Global Oil Demand To Skyrocket

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Oil prices have been quite volatile lately, due in part, it seems to fears regarding global supply trends.

The EIA now expects that supplies will continue to climb through 2018 and US production will rebound sooner than expected.

Thankfully, this data does not take into consideration, it seems, substantial (temporary) cuts in output from OPEC and certain non-OPEC nations.

Another positive is the fact that oil demand looks set to skyrocket this year compared to last year, followed up with a further increase in 2018.

The past couple of days have not been terribly kind for oil, nor for the investors in this space, until January 12th when we saw a nice rebound. After seeing prices take a tumble on January 9th, January 10th resulted in another decline in excess of 2% as fears continue to surface that US oil production will increase and as concerns regarding OPEC's willingness to cut continue to fester. In what follows, I will provide one set of data that helps to explain these fears and give my own thoughts on what all of this means for investors in companies like Whiting Petroleum (NYSE:WLL), Chesapeake Energy Corp. (NYSE:CHK), Approach Resources (NASDAQ:AREX), and Legacy Reserves (NASDAQ:LGCY), as well as for the United States Oil ETF (NYSEARCA:USO) and other oil-related ETFs moving forward.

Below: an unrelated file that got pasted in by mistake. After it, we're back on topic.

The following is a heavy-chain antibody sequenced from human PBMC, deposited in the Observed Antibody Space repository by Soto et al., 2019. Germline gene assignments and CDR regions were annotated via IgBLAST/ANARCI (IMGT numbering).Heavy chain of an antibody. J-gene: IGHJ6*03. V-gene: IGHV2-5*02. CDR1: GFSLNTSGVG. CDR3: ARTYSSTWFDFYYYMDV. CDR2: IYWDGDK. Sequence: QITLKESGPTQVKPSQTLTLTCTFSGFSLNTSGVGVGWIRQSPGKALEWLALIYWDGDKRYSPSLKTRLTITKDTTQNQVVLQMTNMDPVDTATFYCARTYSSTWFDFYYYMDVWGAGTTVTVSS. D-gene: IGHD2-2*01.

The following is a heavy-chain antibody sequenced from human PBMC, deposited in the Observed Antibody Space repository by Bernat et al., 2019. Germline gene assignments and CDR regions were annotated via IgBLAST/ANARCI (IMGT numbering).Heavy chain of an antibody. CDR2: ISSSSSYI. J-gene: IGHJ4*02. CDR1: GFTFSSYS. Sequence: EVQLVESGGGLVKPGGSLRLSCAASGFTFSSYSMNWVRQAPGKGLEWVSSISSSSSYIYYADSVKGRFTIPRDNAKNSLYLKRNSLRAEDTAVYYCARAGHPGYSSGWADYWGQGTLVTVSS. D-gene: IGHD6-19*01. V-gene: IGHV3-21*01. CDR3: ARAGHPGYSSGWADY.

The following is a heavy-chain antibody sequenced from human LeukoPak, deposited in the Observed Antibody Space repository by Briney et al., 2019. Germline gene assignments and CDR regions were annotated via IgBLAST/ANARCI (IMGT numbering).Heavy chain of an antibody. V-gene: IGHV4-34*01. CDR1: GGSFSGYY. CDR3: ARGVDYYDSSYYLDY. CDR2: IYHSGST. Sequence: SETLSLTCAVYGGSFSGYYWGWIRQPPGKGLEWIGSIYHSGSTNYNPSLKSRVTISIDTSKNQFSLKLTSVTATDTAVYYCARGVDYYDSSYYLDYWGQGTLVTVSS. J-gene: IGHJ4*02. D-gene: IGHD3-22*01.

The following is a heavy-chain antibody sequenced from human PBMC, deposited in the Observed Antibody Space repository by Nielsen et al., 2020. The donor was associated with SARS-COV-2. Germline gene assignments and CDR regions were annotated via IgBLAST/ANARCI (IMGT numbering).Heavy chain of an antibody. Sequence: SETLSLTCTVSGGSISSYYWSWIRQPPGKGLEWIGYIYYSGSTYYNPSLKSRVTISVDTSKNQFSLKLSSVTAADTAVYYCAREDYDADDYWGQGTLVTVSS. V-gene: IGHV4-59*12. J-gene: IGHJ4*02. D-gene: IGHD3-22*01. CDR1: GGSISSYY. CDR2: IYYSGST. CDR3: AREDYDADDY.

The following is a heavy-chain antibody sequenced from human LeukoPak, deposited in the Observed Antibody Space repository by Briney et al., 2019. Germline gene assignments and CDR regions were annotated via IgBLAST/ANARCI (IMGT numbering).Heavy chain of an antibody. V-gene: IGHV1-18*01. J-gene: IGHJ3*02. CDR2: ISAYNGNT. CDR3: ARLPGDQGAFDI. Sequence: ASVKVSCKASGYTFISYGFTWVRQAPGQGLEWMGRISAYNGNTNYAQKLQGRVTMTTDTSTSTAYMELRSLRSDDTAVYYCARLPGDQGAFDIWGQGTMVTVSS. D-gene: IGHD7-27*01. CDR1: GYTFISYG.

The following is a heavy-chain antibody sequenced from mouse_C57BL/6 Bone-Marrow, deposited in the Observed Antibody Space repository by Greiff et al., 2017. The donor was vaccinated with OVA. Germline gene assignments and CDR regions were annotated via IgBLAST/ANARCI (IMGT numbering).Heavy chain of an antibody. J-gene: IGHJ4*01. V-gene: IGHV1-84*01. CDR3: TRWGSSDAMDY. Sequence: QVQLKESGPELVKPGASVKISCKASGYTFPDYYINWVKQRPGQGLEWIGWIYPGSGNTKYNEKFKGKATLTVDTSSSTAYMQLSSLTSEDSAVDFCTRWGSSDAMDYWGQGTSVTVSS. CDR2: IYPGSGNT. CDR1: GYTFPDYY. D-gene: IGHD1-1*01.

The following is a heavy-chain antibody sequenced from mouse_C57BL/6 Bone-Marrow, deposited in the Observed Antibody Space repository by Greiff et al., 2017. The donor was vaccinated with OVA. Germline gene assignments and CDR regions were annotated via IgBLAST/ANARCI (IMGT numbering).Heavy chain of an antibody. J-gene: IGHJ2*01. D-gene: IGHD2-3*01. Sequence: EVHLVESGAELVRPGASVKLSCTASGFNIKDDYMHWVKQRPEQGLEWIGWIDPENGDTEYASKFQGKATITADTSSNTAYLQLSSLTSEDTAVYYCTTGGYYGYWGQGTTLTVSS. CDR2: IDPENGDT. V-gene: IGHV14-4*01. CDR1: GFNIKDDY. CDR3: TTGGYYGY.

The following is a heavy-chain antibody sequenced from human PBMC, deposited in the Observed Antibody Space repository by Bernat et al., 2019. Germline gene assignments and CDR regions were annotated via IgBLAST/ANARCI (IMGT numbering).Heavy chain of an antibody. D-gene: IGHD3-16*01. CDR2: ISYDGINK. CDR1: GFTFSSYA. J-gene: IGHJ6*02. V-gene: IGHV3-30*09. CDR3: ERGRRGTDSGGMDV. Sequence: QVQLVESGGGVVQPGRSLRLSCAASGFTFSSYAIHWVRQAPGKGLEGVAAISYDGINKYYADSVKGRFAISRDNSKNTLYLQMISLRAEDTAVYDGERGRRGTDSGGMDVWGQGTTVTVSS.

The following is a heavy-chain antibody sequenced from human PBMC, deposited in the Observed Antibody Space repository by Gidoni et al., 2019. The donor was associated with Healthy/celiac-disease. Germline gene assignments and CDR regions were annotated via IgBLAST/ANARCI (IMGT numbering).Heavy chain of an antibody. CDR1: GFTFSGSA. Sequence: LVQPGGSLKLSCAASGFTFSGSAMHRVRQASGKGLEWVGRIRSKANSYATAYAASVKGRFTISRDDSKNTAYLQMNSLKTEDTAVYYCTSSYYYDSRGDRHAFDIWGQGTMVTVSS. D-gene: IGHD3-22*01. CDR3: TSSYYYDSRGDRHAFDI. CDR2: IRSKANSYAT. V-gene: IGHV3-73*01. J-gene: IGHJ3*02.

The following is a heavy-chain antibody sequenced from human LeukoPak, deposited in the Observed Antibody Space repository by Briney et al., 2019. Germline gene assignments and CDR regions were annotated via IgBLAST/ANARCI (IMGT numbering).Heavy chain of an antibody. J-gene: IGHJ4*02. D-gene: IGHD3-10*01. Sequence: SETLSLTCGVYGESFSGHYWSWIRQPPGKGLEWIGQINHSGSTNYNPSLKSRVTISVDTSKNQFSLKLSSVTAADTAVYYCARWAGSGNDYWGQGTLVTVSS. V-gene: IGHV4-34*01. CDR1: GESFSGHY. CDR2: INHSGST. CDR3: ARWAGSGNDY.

Some bad news

According to the Short-Term Energy Outlook released by the EIA (Energy Information Administration) on January 10th, the global inventory picture for oil should continue to worsen near-term. You see, despite positive developments on the economic and supply fronts, the picture this year should be worse than it was last year if their data turns out to be accurate. Take, for instance, the global commercial inventory picture shown in the image below. In it, you can see that, if the EIA's estimates are correct, global inventories last year were actually 3.101 billion barrels, about 44 million barrels greater than they predicted a month ago. This year, they expect inventories to end at 3.127 billion barrels, a number that should increase to 3.158 billion barrels in 2018.